Ranchers and Center for Individual Freedom
Join Forces in Beef Checkoff Lawsuit

An independent cattle producing family in Montana and the Center for Individual Freedom (CIF) on August 7th filed briefs in a lawsuit challenging the constitutionality of the mandatory beef promotion program...[more]

Judge Rules in E-Book Copyright Dispute

In yet another case involving copyright law in the digital age, Judge Sidney H. Stein declined to issue a preliminary injunction against RosettaBooks, an upstart e-book publishing group, that has been publishing electronic versions of books originally printed by Random House... [more]

Rental Cars With an Eye in the Sky

Next time you rent a car, you better be on your best behavior -- you never know who might be watching… [more]

Of Guns and the Law

They started with a bang in the Age of Columbine. Thirty-three cities and counties filed lawsuits against gun manufacturers, aided and abetted by some trial lawyers who hadn’t made a big score since they shook down the tobacco industry, aided and abetted by the states…This is great stuff thought much of the media, which devoted thousands of reports to the lawsuits and every gun horror story they had ever heard... [more]

This is disgraceful, now says Robert Levy, the brilliant constitutional scholar of the Cato Institute who thoroughly dissects the lawsuits in "Pistol Whipped: Baseless Lawsuits, Foolish Laws." To read the full text of Mr. Levy’s paper, reprinted with permission from Mr. Levy, click here.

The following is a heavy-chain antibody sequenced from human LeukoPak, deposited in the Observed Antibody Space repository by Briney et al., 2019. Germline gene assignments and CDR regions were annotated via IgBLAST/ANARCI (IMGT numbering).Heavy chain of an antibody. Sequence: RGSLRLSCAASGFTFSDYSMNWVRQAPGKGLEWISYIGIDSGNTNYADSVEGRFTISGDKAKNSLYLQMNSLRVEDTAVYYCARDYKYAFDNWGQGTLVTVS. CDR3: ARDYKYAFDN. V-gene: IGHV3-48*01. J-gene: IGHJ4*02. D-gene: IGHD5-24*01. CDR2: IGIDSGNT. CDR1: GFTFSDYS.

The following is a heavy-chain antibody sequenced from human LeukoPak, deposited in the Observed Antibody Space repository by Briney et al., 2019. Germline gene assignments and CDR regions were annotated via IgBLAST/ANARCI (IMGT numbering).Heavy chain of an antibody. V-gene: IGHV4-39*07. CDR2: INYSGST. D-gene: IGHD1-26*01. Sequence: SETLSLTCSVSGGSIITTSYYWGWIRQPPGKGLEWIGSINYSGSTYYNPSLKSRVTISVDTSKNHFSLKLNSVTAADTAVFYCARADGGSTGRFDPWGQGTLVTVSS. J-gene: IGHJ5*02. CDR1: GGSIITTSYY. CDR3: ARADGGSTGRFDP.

The E-book Copyright Dispute: Can You Judge A Book By Its Cover?

What is a "book"? What does "in book form" mean? Who owns the copyright to electronic versions of books (e-books)? These are just a few of many questions that federal Judge Sidney Stein of the Southern District of New York is weighing in a dispute between publishers involving the electronic publishing of e-books...[more]

Academic Freedom and the Digital Divide

Safecracking 101? Advanced Jailbreaking? Securities Fraud for the New Millennium? The First Amendment Guide to Fun and Profit? Publishing Government Secrets in a Deconstructionist Era? Are those courses not yet available at your local college or university? Just wait awhile, because if the latest argument on "academic freedom" takes hold, they soon could be[more]

John McCain and the Constitution

He's the darling of the media, the heroic champion of campaign finance "reform" and the independent maverick who finally outmaneuvered the U.S. Senate leadership to get his way. John McCain is also one of the greatest enemies of the U.S. Constitution in any position to affect it…[more]

Free Speech or Suppression?
College Newspapers Get a New Opportunity To Reflect on the First Amendment

The ad was provocative -- intentionally so. Produced by noted conservative author David Horowitz, it argued forcefully against the notion that U.S. descendants of slaves should be entitled to financial reparations. The ad was made available to 51 college newspapers as a paid insertion...[more]

Campaign Finance Reform: The Unconstitutional Saga Continues

The unconstitutional campaign finance reform legislation generally referred to as McCain-Feingold and currently being debated in the U.S. Senate just got more so, the legislative maneuvering became even more cynical than it has been and the media continues to demonstrate that the only free speech they support is theirs…[more]

Privacy For Sale

As the "dot-com" craze continues to slow and more and more companies fall victim to bankruptcy, are consumer privacy rights being sacrificed for a quick buck? Apparently so…[more]

Victory for the First Amendment

The First Amendment scored a victory on March 28 -- albeit an exceptionally controversial one.